Their friend, Joseph Qutub, President of ASAI (Arab Student Aid International), told them about a music teacher he had as a student in the 1940s at the Friend’s School in Ramallah. Rolla Foley, an American Quaker, taught in Palestine from 1938 to 1946. While there, with the help of Ellen Scott another American, , he collected nearly a hundred complete Palestinian and Syrian costumes, some dating back to 1850. Foley fully documented each dress by village. In addition, he owned several hundred slides and collected water colors of Jerusalem in the 1940s.

As an example of how remarkable Foley’s collection is, it contains fifteen Bethlehem wedding headdresses, five of them still with their original coins.   

When a Palestinian woman  married both her family and the groom gave her coins, which were stitched into an intricate headdress. This money was hers alone, for her own protection. When she died, the coins were generally removed and distributed to her daughters. Therefore, very few headdresses remain with the coins still on them.      

                                                   PHF Co-Founders Farah and Hanan Munayyer.

Foley’s interest in Palestine continued after he returned to the United States. He arranged scholarships for more than 30 Palestinian students to study in the U.S. -among them Joseph Qutub- and he opened a small museum in Oakland, Illinois. The museum did not survive Foley’s death in 1970 and his widow, Ulla, inherited both his and Ellen Scott’s collection. When Qutub introduced the Munayyers to Ulla Foley, she decided that her husband’s collection should be joined with theirs.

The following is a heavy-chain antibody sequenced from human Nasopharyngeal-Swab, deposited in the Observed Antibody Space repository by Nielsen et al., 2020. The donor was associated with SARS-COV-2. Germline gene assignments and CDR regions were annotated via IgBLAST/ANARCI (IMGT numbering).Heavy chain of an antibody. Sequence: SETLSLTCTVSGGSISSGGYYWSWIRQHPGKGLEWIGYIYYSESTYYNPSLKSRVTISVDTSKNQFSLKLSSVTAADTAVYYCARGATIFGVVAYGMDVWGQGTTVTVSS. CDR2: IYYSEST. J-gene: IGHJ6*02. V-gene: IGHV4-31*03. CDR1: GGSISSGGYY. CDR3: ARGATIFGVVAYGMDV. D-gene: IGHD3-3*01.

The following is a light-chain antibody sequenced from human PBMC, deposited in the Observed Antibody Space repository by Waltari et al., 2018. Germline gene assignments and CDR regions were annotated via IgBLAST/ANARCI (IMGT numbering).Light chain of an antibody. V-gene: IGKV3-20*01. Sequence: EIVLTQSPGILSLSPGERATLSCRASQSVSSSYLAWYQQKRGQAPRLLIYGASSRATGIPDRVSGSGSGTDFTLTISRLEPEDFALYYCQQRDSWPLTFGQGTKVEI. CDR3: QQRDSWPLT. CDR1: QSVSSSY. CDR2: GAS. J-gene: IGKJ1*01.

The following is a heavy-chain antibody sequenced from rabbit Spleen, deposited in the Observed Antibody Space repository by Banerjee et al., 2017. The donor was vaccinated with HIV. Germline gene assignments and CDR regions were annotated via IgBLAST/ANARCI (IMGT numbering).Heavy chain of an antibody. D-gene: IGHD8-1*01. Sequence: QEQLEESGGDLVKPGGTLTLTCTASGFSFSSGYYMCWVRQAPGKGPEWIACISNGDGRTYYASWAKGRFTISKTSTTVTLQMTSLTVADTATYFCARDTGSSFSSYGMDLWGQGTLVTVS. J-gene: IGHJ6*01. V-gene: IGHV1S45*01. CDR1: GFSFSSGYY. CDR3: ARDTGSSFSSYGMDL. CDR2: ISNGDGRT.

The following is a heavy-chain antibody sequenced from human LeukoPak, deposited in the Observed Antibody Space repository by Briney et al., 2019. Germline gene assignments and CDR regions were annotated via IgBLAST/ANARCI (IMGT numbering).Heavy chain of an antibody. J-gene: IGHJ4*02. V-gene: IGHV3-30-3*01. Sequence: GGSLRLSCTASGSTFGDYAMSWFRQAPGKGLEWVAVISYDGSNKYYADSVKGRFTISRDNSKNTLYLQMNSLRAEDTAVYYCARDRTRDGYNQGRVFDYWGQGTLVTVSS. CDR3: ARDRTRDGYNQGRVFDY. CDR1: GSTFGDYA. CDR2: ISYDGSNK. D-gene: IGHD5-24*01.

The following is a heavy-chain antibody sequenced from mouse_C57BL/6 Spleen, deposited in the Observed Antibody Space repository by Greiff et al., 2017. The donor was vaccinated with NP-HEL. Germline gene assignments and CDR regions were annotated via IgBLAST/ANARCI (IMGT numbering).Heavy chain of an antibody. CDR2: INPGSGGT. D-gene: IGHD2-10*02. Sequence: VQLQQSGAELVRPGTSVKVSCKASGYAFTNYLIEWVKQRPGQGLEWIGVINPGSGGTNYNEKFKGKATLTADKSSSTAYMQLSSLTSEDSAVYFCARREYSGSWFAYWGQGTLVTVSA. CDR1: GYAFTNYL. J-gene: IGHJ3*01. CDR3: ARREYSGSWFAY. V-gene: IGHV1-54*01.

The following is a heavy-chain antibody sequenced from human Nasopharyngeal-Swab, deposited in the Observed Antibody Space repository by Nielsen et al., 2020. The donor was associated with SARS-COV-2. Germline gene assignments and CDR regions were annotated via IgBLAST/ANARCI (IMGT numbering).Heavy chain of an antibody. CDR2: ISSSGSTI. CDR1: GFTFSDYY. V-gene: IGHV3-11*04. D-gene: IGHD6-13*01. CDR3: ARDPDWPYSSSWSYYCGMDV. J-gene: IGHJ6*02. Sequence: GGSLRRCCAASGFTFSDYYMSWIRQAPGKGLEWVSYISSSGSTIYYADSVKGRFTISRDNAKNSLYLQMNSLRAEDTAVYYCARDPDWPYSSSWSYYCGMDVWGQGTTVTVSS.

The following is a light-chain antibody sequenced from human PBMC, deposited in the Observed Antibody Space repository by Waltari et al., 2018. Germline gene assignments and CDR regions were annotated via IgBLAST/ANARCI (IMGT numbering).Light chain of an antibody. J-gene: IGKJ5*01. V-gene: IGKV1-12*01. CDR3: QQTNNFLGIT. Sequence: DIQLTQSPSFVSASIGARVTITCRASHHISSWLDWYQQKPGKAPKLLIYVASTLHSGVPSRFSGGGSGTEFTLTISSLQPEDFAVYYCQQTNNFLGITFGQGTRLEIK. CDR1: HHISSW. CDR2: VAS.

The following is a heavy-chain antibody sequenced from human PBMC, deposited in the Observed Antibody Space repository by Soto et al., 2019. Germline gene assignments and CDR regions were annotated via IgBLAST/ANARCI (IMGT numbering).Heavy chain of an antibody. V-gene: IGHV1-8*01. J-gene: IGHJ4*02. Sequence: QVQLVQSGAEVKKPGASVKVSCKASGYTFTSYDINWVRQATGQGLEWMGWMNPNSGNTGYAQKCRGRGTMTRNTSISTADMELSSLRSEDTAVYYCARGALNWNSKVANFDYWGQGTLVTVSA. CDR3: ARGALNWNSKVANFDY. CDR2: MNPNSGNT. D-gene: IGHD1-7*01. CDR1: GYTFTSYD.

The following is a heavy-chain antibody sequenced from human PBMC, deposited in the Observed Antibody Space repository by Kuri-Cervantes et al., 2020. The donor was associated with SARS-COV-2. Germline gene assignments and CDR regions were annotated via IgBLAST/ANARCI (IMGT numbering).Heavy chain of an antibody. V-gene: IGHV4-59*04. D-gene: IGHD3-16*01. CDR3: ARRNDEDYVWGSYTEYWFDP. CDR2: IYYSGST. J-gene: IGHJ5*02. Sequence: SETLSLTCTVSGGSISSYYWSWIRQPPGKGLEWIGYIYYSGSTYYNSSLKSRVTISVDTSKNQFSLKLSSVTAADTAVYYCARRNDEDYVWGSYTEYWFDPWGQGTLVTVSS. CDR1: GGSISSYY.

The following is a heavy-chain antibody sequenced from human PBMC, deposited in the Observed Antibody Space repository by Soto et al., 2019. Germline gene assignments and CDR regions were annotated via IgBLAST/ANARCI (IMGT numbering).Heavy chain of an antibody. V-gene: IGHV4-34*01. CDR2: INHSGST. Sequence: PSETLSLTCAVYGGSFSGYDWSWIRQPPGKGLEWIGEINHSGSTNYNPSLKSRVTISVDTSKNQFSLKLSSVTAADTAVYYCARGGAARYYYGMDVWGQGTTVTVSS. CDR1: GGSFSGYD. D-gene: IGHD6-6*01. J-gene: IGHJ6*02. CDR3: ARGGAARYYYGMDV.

The transfer occurred gradually, over eight years, as Mrs. Foley sorted through the costumes and other items. Then in 1998 she telephoned Farah to say she had found a miracle. Among her husband’s papers was a 1953 Christmas card addressed to Rolla Foley in Illinois from a Joseph Munayyer and did Farah recognize the name? It was Farah’s father. The Christmas card is a map of Palestine, but posted with Israeli stamps.

A few months later Ulla Foley rang to ask if Farah knew a Henriette Abboud. She was Farah’s mother. Farah learned that in the early 1940s Rolla came to Jaffa to give music lessons at a school where Farah’s Aunt Alice was headmistress. Rolla stayed with the family on those occasions. In 1952 Rolla returned to the region for an extended visit. By then, as was usual with Palestinian families after 1948, the Abbouds were dispersed. Rolla visited Alice in Egypt. Because he was traveling from there to what had been Palestine, Alice asked him to look up her sister Henriette in Lydda, since she herself could not do so. In Lydda Rolla stayed with Henriette and her husband, Joseph, who sent the Christmas card the following year.

From this Farah learned that he had most certainly met Rolla Foley twice, once when a baby and again at the age of 11. In looking over the programs for choir concerts at the Friends School, Hanan discovered that Rolla had taught her cousin Nadia.